I thought for sure there would have been way more people trying to get a quick warm-up swim in, but it wasn’t too busy. After a quick warm-up, I made my way to the starting line. The Austria swim start is pretty generous. All athletes start between three large piers that had about 60-70 meters in between each one. Since we had to make a slight turn to the left halfway out, I decided to start on the right hand side. I was told that if you think you could go 1:10 or less, that you should start near the front. My goal was somewhere around 1:03-1:05, so I took my chances up front.

Just moments before 7am, they told athletes to start moving into the water to the starting line. I think I heard them say something like 30 seconds to the start, so we all started swimming out to the line.  I was thinking we had to stop in the water and wait for the cannon, but what actually happened was that the race started as soon as we got to the starting rope. I scrambled to get both my Timex watch and also my Forerunner 310 GPS watch started as we crossed past the starting line.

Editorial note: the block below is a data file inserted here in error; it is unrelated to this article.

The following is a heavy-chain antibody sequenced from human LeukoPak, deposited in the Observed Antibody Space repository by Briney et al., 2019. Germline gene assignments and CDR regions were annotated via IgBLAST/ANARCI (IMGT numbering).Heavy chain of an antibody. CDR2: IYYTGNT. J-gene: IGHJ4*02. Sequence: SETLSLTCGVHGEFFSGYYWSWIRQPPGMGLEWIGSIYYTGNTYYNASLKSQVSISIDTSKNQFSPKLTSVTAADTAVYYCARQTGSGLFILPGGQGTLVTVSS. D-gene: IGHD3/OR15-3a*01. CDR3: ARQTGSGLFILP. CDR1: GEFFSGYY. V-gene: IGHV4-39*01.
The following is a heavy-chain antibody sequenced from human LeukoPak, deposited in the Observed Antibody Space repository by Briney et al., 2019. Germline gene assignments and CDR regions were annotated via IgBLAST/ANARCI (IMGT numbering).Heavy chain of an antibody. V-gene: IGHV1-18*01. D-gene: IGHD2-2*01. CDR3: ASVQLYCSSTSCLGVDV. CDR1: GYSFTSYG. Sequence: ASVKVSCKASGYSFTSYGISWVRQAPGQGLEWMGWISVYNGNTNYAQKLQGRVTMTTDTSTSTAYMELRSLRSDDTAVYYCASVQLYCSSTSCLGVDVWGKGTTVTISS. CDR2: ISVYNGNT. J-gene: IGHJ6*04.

I must say, I remember thinking to myself that the first few hundred meters weren’t too bad. I was able to just swim, and was able to get on some feet right away. This would soon change though, because when we got about 500m out and near the first slight turn to the left, it jammed up pretty good. It was like we hit a wall and couldn’t move forward much. However, everyone from behind just kept coming. There were people climbing over top of me, and I think this might have been the worst experience I’ve ever had in a race.  At least I was expecting something like this, so I didn’t panic too much.  It didn’t last long, and we were able to get going again fairly quickly.  The first real turn on the course wasn’t for about 1500m, so I was able to get on some feet and draft pretty well.  Once we hit the first turn buoy, things seemed to jam up again.  Like last time though, I was able to get out of it fairly quickly, and again, find some feet to get on.  The second turn buoy was about 200m past the first, and after rounding this one, we were headed back to the canal.  What is interesting about the IM Austria swim is that the last 800 or 900m are up a canal not more than 8 or 10m wide.  As we headed back towards land, things seemed to be going well.  I did a fair bit of drafting and didn’t seem to be working very hard at all.  I thought we were going along at a decent pace, but when you’re drafting, you don’t really know.  You just sort of hope you are following somebody that is a bit faster than yourself.